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Marion County family alarmed after second pet shooting – Portland, Oregon

Portland, Oregon 2021-04-25 13:25:52 –

Portland Tribune Pamplin Media Group treatise is KOIN6 News media partner

Portland, OregonPortland Tribune) — Last Saturday afternoon, the Wis family in St. Paul discovered that a 6-year-old cat, Dipper, had been shot.

They immediately took the dipper to a Newberg vet and tried to keep his beloved pet alive. A projectile fired from some type of air rifle hit his back, resulting in too much paralysis. I couldn’t go to the bathroom because it was difficult to move. A week later he had to be defeated.

With a lot of sadness behind them, the family decided that it would be nice to have a pet again around Thanksgiving, and they hired two kittens, Milo and Matteo, from the Oregon Humane Society. On Friday night, April 16th, they discovered that Milo was shot from the same type of gun.

“In October, I thought it was a one-time deal,” said Dougwis, a family member living on the west side of the town near the St. Paul’s Roman Catholic Church. “But here we six months later, will someone do it again? It makes me think it was intentional.”

The Wis family took Miro to surgery, and he seems to be passing through. They want him to regain full use of his feet.

They were also called the Marion County Sheriff’s Office and the Oregon Humane Society, which has an executive department. MCSO’s Deputy Pete Walker responded by taking the projectile fired at Milo and surgically removed as evidence and as a clue to the investigation.

Shooting someone’s pet is a serious crime in Oregon.

“Under Oregon law, shooting someone else’s cat is considered animal cruelty,” MCSOSgt said. Jeremy Landers said. “Oregon’s Animal Cruelty Act falls into three categories. Exacerbation, once and twice. Potential penalties for committing animal cruelty range from class C felony to class B felony. ..

“The specific facts of the case will determine what level of crime will occur and the extent of animal injury.”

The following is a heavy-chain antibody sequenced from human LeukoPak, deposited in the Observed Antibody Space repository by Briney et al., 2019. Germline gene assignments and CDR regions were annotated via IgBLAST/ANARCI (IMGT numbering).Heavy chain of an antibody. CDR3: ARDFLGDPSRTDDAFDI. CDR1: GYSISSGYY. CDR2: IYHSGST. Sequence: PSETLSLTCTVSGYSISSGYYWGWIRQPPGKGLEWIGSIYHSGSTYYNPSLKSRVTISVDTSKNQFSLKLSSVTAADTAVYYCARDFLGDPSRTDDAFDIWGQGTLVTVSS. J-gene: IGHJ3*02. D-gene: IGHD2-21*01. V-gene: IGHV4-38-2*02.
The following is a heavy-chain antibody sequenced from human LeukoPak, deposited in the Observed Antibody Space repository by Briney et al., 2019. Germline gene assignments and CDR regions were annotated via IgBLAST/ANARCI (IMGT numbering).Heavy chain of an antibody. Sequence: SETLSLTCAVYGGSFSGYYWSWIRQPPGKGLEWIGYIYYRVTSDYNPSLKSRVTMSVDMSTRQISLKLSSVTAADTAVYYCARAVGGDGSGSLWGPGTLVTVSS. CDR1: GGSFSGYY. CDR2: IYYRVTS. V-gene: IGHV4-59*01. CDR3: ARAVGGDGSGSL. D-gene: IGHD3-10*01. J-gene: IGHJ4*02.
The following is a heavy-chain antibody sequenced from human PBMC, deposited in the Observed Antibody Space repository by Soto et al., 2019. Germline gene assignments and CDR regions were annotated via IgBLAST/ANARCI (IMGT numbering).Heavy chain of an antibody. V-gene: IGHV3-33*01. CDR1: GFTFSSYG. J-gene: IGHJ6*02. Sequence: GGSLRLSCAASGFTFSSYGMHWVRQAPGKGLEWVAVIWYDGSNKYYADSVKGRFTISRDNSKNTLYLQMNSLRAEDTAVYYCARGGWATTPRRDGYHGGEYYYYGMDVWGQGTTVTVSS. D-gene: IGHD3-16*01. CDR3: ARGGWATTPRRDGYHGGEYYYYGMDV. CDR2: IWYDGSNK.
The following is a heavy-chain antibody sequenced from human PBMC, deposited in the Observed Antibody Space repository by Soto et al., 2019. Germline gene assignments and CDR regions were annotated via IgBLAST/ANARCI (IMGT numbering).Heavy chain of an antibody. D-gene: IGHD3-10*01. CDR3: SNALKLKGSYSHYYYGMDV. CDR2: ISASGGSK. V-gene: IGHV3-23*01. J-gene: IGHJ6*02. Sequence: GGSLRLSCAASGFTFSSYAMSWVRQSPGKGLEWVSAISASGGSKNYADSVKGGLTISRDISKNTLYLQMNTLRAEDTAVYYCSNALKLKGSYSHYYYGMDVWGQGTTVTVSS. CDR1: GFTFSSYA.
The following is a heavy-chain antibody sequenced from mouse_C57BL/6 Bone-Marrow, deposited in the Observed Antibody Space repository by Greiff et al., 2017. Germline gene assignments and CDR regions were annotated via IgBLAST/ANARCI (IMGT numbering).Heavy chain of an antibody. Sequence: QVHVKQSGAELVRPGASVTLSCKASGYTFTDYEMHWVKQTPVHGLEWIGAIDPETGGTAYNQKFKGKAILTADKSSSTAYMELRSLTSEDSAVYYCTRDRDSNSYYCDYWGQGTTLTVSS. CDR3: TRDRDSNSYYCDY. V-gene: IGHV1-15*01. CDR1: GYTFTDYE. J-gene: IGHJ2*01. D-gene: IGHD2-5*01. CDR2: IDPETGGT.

In other words, it’s a felony because the dipper was shot dead. If the same person who shot the dipper shot Miro, it could also be classified as a felony because it is a recurring crime.

The Oregon Human Society has a dedicated agent to deal with animal cruelty and neglect.

According to the OHS website, “Oregon has some of the country’s strongest laws to protect animals from abuse and neglect. The Oregon Human Society’s Special Investigators have been commissioned by the Oregon State Police Department to state the state. We are enforcing these laws as a whole.

“They rescue pets from abuse and neglect, get the medical care they need, overcome their painful past, and train them to hold their abusers accountable … for those who can’t speak for themselves. I will fight. “

In addition to contacting authorities, Wis posted the case on the “Citizens of the St. Paul’s Community Group” Facebook page. The post elicited dozens of sympathetic reactions and reactions, including many who vow to be vigilant.

According to Wis, Milo and Matteo are mostly indoor cats, but they enjoy spending time outdoors. The family was worried when Milo didn’t come back at the usual time on April 16th. He believes the cat was shot between 9 pm and midnight.

“I don’t know how long it took the cat to crawl back to the injured house,” Wis said.

When he had to defeat the dipper, Wis said it was hard for his family. Now that a similar event has happened, the family is grateful for Miro’s survival, but they want their neighbors, especially those with pets, to know that this has happened.

“Dipper was a member of the family and the kids loved him to death. We kept him for six years. He was a funny guy, but we loved him. “Wiss said.

They don’t want to revisit their anguish again.

“My wife went around the neighborhood and asked polite questions,” Wis said. “I don’t know what the final game is with this. I don’t know if we have it.”

Wis, a member of the St. Paul’s Board of Education, has been a member of the St. Paul’s community for 20 years, and his wife’s family dates back generations.

“Here in St. Paul, I’ve never had a problem like this. It’s just frustrating,” he said. “We can’t undo what happened to (our) children or get money back from surgery … but whatever it is, we have to make this stop. Hmm.”

Marion County family alarmed after second pet shooting Source link Marion County family alarmed after second pet shooting

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